I have to say, the sales lady did everything right. She singled for another clerk in the back to call the police, kept her voice and body language low-key, listened, and spoke respectfully. She stayed behind the counter while gently informing the angry lady that the police would arrive soon.

Good job, Mrs. Sales Lady, I think we could all take lessons from you.

There are two quotations that spring to mind: “Speak softly but carry a big stick (the police).”

The other is from Proverbs: “Angry words stir up strife, but a soft answer turns away wrath.”

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What a Mess I Am!

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(Me, with my grand girls a couple of months ago.)

I stuck my lunch in the microwave and punched in the recommended six minutes. Then I returned to my laptop and got distracted by email.

After a few minutes—it felt like four or five minutes—my nose detected an overcooked smell coming from the kitchen. But, heck, my nose must have been mistaken because nothing is overcooked after only four or five minutes, right?

I went back to my email. But a ‘minute’ later, the overcooked smell was turning to the burning smell. I went to investigate. That’s when I noticed the countdown display on the microwave at forty-five minutes.

Uh oh. Must’ve accidentally punched in an extra 0. So now the microwave thinks it should cook for 60 minutes, not 6 minutes.

Dummy Dena! I punched cancel, turned on the fan and opened the microwave door. Smoke billowed forth. My chicken pot pie was a total loss.

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I opened the kitchen door and tried to shoo the noxious-ness out. Even pumping the door to try to draw in good clean air only accomplished turning the kitchen into an icebox—a stinky icebox. (Temperatures have hovered in the teens this entire week.)

Darn! I was really in the mood for a nice, piping hot, comfy-food chicken pot pie.

I thought, this must happen all over the USA at least ten times a day. I love machines and I love that they never question my orders. They just do whatever they’re programmed to do.

Nine-nine times out of a hundred, when something goes wrong, it’s not the machine’s fault. It’s you-know-who’s fault.

I am so consistently fallible:

  • I forget dates
  •  I lose papers I really, really need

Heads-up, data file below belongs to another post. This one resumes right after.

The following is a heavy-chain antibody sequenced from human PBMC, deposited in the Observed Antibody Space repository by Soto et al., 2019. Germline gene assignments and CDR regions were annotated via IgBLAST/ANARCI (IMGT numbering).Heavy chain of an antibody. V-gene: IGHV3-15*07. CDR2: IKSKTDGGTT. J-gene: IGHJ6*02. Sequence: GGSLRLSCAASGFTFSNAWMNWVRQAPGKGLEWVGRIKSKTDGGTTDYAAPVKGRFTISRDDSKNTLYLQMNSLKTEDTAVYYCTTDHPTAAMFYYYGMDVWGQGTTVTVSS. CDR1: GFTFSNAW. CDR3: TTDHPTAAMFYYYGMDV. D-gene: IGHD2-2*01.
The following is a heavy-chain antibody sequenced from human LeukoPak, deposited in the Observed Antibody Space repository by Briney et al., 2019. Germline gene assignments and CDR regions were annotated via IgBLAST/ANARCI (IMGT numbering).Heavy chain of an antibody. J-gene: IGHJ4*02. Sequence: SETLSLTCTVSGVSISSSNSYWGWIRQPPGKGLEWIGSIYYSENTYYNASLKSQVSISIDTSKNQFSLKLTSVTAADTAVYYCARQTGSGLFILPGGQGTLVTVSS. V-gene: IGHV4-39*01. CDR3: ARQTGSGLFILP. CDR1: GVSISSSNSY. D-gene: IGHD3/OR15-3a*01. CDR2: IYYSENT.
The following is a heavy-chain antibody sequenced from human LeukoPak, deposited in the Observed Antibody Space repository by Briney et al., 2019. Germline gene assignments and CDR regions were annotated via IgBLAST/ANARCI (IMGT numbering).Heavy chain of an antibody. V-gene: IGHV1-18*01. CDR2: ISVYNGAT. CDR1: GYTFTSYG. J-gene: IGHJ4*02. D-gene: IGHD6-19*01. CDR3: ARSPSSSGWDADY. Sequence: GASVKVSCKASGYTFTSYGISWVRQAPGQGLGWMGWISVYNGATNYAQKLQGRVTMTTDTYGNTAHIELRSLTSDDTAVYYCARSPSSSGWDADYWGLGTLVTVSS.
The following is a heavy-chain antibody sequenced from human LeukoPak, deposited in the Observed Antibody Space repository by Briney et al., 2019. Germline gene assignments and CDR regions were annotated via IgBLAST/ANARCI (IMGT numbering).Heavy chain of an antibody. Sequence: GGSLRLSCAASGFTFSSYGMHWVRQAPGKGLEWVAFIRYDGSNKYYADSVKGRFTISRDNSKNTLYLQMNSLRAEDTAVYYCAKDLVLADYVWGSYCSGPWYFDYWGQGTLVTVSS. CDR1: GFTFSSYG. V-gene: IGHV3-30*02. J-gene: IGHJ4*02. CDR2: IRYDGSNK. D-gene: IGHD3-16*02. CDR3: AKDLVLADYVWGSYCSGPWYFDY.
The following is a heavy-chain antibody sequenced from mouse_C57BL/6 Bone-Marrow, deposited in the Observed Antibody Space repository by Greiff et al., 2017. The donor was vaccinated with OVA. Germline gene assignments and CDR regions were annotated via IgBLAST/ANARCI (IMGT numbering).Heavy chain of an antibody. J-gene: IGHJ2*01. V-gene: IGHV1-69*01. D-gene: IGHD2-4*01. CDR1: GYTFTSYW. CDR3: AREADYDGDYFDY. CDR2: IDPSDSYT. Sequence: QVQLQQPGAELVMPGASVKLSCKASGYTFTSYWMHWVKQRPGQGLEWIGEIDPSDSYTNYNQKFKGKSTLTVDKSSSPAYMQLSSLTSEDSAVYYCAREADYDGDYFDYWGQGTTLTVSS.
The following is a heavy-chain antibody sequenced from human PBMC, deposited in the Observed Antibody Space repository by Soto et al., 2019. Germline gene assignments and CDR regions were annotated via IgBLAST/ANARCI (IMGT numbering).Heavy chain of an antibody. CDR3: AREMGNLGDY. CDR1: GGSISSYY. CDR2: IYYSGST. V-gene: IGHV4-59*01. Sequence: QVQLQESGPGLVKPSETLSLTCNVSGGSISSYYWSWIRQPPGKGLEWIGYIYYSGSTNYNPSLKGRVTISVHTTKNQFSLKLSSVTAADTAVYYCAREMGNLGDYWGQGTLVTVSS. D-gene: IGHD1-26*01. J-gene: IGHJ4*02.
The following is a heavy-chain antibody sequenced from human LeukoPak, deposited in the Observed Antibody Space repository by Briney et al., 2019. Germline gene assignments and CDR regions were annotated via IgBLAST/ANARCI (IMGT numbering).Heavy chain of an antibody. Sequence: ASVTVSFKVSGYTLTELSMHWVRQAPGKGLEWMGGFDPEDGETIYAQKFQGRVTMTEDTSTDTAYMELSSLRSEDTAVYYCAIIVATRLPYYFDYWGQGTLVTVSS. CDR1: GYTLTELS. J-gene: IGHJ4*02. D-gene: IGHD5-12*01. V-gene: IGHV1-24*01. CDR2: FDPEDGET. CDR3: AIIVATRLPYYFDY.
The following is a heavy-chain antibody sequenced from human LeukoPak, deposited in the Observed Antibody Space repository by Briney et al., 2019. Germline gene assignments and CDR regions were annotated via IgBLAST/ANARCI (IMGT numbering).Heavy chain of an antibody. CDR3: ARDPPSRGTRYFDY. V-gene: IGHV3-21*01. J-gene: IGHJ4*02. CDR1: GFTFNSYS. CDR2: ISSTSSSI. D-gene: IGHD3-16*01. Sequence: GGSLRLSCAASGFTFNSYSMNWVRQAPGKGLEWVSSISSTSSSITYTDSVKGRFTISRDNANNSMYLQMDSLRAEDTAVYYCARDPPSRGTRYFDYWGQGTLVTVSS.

• I make snap—almost always incorrect—judgments
  • I can’t come up with the word or phrase I need right now
  • I say or do something I shouldn’t or don’t say the right thing or do the right thing
  • I forget all of God’s benefits…

…and so on.

So now, to make me a little less fallible, I keep a little calendar in my purse. I train myself to always put my important papers in the same place, I counsel myself not to make snap judgments, I warn myself to keep my mouth shut., and prod myself to get up and do what I know I should.

And most importantly, the sixth item on my agenda to not be quite so fallible: I’m training myself to notice and thank God for ALL his benefits: every fleeting moment of northwest sunshine, every trill of a bird, even a burned meal, because I’ve got more good stuff in my freezer, every morning that I wake up and can still see, feel, move, touch, or think.

Thankfulness to God will override those moments of complete exasperation at my own fallibility.

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Psalm 103:13,14: “The Lord is like a father to his children, tender and compassionate to those who fear Him.

For he knows how weak we are; He remembers we are only dust.”

 

The Parking Sign That Hit Me!

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We traded in the Toyota for this two-year-old Mercedes beauty. Powerful, loaded, even equipped with a towing package.

Problem is, these German cars do things a bit differently. Like, their gear shift is on the wheel column, on the right. No problem with that. But, to reverse, you push the lever up, and to go forward, you push the lever down. Huh?

Doesn’t it seem logical to push the lever down to go backward, and up to go forward? Aren’t we Americans used to doing it that way?

It took some getting used to that darned lever. Caught myself several times about to do the ‘logical’ ‘thing with the lever.

After a few weeks, I was doing pretty good. The car handles like a dream and is super comfortable, plus it pulls our trailer effortlessly.

A couple of weeks ago I had some errands to run downtown, and the only parking spot available was one of those super-narrow spots. I pulled in, right in front of a two-hour parking sign.  I needed to reverse a bit to straighten out. Concentrating on not scraping the cars on either side, I put my car in reverse and gently pressed the accelerator. The car wasn’t budging. Hmmm.  So I gave it a bit more juice and that’s when the car lurched up and over the lip of the curb with the roar of a charging lion.